Coughing is a healthy reflex that helps clear the airways. A severe or lingering cough requires medical treatment, but many coughs are caused by viruses that just need to run their course.
What to Do
- If your child develops a "barky" or "croupy" cough, sit in a steamy bathroom together for about 20 minutes.
- Offer plenty of fluids (breast milk or formula for babies; cool water and juice for older kids). Avoid carbonated or citrus drinks that may irritate a raw throat.
- Run a cool-mist humidifier in your child's bedroom.
- Use saline (saltwater) nose drops to relieve congestion.
- Never give cough drops (a choking hazard) to young kids or cough or cold medicine to kids under 2 years of age (consult a doctor first for older kids).
Seek Medical Care
If Your Child:
- has severe cough spasms or attacks, wheezing, or stridor (an almost-musical sound when inhaling)
- has a cough that lasts 3 weeks, gets worse, happens the same time every year, or seems caused by something specific (such as pollen, dust, pets, etc.)
- has a persistent fever
- is younger than 3 months old and has fever with the cough
- is breathing fast or working hard to breathe
- has a blue or dusky color in the lips, face, or tongue during or after coughing
- Follow the doctor's treatment plan if your child has asthma or allergies.
- Avoid anyone who smokes or has a cold.
- Make sure your child gets the diphtheria-tetanus-acellular pertussis (DTaP) vaccine or combination booster (Tdap) on time.
- Wash hands well and often.
Reviewed by: Steven Dowshen, MD
Date reviewed: April 2014
|American Academy of Allergy, Asthma, and Immunology The American Academy of Allergy, Asthma, and Immunology offers up-to-date information and a find-an-allergist search tool.|
|American Lung Association The mission of this group is to prevent lung disease and promote lung health. Contact the group at: American Lung Association|
61 Broadway, 6th Floor
NY, NY 10006
|Immunization Action Coalition This organization is a source of childhood, adolescent, and adult immunization information as well as hepatitis B educational materials.|
|CDC: Preteen and Teen Vaccines CDC site provides materials in English and Spanish for parents, teens, preteens, and health care providers about vaccines and the diseases they prevent.|
|CDC: Flu (Influenza) The CDC's site has up-to-date information on flu outbreaks, immunizations, symptoms, prevention, and more.|
|CDC: Pertussis (Whooping Cough) Visit the CDC's whooping cough (pertussis) homepage to learn about disease outbreaks, treatments, new vaccines, and more.|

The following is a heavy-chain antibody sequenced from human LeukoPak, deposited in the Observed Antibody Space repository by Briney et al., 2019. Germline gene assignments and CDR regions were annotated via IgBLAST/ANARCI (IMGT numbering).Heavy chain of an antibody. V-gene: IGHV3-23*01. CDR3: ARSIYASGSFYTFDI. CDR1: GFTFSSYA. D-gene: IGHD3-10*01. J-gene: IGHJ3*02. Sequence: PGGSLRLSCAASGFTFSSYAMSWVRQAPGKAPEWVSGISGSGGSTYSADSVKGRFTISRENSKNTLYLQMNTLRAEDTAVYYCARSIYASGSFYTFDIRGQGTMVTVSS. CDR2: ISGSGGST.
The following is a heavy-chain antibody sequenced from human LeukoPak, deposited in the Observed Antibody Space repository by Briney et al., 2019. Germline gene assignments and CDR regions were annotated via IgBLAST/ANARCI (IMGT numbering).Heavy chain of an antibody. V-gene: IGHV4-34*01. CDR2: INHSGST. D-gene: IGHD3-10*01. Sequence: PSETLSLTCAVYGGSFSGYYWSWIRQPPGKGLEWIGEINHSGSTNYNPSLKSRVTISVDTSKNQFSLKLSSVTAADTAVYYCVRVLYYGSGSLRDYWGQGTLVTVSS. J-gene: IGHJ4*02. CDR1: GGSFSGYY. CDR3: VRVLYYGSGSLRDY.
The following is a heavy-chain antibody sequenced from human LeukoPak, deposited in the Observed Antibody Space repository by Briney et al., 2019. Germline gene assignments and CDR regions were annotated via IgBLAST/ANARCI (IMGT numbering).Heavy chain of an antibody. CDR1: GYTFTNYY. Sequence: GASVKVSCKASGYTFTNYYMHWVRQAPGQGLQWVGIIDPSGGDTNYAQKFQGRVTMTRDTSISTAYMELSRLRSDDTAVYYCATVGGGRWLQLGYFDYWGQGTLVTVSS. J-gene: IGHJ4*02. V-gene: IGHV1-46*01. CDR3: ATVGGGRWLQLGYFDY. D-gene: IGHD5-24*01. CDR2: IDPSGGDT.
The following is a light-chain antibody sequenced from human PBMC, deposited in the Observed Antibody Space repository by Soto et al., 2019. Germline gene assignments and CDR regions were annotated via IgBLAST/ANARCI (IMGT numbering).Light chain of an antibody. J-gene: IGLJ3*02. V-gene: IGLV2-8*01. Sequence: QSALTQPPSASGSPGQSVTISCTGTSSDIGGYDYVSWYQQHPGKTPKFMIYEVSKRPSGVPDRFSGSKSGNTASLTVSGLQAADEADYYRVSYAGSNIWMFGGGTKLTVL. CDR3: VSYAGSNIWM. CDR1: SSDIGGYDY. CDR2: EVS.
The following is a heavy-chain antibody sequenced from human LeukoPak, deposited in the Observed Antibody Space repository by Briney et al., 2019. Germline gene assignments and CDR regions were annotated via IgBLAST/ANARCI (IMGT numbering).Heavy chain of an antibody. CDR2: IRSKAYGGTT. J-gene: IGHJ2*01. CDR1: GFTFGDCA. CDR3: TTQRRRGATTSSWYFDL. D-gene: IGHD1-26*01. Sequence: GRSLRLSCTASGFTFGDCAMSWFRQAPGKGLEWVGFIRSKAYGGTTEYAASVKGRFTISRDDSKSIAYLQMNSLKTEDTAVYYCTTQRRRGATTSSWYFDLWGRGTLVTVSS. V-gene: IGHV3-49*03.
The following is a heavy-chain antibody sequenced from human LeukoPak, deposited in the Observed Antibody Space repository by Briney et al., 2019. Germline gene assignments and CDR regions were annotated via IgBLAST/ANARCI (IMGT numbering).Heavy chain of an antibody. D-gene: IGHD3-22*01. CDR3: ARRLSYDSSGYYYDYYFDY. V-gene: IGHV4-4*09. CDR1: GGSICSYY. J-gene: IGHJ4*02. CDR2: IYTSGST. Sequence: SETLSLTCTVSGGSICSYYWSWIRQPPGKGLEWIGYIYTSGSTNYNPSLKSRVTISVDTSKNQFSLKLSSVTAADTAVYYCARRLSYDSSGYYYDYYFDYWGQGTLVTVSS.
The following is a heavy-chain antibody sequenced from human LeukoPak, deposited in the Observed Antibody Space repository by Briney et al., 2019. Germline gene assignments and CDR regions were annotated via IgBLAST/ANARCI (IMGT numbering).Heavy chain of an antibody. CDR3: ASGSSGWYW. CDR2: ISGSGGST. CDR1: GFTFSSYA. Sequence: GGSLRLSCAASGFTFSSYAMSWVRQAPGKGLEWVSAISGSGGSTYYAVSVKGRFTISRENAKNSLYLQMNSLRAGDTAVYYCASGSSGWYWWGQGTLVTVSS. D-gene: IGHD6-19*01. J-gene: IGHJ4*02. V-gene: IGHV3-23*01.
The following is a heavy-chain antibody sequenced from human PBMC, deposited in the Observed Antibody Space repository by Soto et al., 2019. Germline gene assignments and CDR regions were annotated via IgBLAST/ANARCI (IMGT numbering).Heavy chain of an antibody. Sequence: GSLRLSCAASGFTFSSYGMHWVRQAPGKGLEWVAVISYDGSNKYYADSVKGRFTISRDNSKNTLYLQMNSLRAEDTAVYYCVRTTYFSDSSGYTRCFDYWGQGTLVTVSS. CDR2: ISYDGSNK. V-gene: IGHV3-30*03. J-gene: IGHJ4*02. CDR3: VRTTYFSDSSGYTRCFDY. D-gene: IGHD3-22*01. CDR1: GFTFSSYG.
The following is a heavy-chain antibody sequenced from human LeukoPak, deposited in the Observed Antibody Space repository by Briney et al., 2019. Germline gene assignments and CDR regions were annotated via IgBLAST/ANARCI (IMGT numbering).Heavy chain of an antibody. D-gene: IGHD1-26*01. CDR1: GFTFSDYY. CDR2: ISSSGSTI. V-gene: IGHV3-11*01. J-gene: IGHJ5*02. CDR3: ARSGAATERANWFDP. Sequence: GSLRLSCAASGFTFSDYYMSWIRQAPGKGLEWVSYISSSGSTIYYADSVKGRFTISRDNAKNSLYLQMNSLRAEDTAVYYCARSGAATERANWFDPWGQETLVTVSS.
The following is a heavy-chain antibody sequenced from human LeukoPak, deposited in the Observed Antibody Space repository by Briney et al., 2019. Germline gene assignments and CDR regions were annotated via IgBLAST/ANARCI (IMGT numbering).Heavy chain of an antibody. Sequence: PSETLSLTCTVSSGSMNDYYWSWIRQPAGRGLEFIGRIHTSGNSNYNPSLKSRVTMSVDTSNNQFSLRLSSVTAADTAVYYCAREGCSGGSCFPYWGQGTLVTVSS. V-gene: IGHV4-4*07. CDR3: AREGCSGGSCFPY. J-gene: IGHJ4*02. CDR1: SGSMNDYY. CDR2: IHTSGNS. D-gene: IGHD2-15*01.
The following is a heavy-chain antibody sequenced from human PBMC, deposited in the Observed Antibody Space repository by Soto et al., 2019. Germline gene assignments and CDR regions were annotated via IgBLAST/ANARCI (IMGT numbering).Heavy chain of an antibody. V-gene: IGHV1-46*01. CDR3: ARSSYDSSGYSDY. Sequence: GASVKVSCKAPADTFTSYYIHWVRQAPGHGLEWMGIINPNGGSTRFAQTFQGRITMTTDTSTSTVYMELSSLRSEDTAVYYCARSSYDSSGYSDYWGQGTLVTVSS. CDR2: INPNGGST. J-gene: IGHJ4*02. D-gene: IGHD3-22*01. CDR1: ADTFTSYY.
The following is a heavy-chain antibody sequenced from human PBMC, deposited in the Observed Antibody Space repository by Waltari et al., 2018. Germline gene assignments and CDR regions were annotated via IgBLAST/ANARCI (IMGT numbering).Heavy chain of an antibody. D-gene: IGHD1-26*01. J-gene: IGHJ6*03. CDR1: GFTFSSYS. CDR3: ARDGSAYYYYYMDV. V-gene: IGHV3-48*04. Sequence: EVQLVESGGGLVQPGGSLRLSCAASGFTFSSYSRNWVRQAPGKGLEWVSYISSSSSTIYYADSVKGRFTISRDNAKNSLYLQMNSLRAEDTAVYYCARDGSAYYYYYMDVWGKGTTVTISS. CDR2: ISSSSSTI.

|Croup Croup is characterized by a loud cough that resembles the barking of a seal and difficulty breathing. Most cases of croup are caused by viruses, are mild, and can be treated at home.|
|Coughing Coughs are a common symptom, but most aren't a sign of a serious condition. Learn about different coughs, how to help your child feel better, and when to call your doctor.|
|Is It a Cold or the Flu? Your child is sent home from school with a sore throat, cough, and high fever - could it be the flu that's been going around? Or is it just a common cold? Find out here!|
|Why Is Hand Washing So Important? Did you know that proper hand washing is the best way to keep from getting sick? Here's how to teach this all-important habit to your kids.|
|Flu Center Learn all about protecting your family from the flu and what to do if your child gets flu-like symptoms.|
|Asthma Center Asthma keeps more kids home from school than any other chronic illness. Learn how to help your child manage the condition, stay healthy, and stay in school.|
|Your Child's Immunizations: Diphtheria, Tetanus & Pertussis Vaccine (DTaP) Find out when and why your child needs to get this vaccine.|
|Whooping Cough (Pertussis) Pertussis is characterized by severe coughing spells that end in a whooping sound when the person breathes in. It can be prevented with the pertussis vaccine, part of the DTaP immunization.|
|Common Cold With kids getting up to eight colds a year, this contagious viral infection is the most common infectious disease in the United States and the top reason kids visit the doctor and miss school.|
Note: All information is for educational purposes only. For specific medical advice, diagnoses, and treatment, consult your doctor.
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